At the Upper Susquehanna (PA) Synod June 2015 Assembly three eco-related Memorials/Resolutions were passed. The following is a summary of the voting experience from Pr. Leah Schade. Email Phoebe Morad if you would like to contact her personally for more insight.
Colleagues: The Upper Susquehanna Synod Assembly (PA) just voted in favor of the Eco-Reformation Memorial. It appeared that the vote was about 60%-40%. The Assembly also voted in favor of a related Eco-Reformation Resolution. It appeared that the vote was about 80%-20%. The one pastor speaking against the motions stated that they appeared to be “hijacking” the 500 th Anniversary of the Reformation. I spoke in favor of the motions and explained that they were integral to Luther’s thought, Lutheran theology, and in keeping with the ELCA’s previous social statements.
The Assembly also voted in favor of the Memorial for Transition to Clean, Renewable Energy. This vote was close: 79 in favor, 67 against. Those speaking against the memorial said that the motion “went too far,” making demands on those who would not want to divest. “You’re trying to shove this down our throats,” said one pastor. Four people spoke in favor of the memorial (myself included) highlighting that it is a prudent fiduciary measure to divest from fossil fuels, that we need to keep the carbon in the ground in order to avoid further climate disruption, and that the memorial is in keeping with Jesus’ command to care for the “least of these.” I presented a workshop about the motions prior to their coming to the floor (powerpoint available here).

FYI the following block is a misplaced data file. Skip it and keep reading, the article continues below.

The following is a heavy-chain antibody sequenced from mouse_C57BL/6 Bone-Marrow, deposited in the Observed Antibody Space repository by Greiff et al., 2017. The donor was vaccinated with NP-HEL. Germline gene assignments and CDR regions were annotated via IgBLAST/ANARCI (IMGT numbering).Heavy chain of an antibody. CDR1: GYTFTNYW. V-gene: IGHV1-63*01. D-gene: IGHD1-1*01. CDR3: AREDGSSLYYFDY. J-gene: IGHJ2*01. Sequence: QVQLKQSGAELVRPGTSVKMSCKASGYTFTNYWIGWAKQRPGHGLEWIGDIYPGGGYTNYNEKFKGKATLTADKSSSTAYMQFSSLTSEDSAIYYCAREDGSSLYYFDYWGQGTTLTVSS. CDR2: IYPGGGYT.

Many voices come together to make big reverberations!
Twenty-nine Lutherans from across Pennsylvania and beyond gathered at Lutheran Theological Seminary at Gettysburg, PA, the last weekend in January, 2013 to become LRC trainers. They were empowered to return to their synods and congregations with the tools, connections and renewed faith to restore creation.
The workshop was fortunate to have several representatives from the “larger” church’s efforts in advocacy including: Rev. Leah Schade, founder of the Interfaith Sacred Earth Coalition of the Susquehanna Valley (ISEC), Alycia Ashburn, Director of Creation Care Campaign at Sojourners, Rev. Amy E. Reumann and Rev. Paul Lubold from Lutheran Advocacy Ministry in Pennsylvania (LAMPa), and Director of the ELCA’s Washington Office, Rev. Andrew Genszler.
The training facilitator, Phoebe Morad, commented: “While many of us feel at times we are just one small voice, this gathering reminds us that we are not alone and that we are called by and supported with our Lutheran faith to carry out this work.”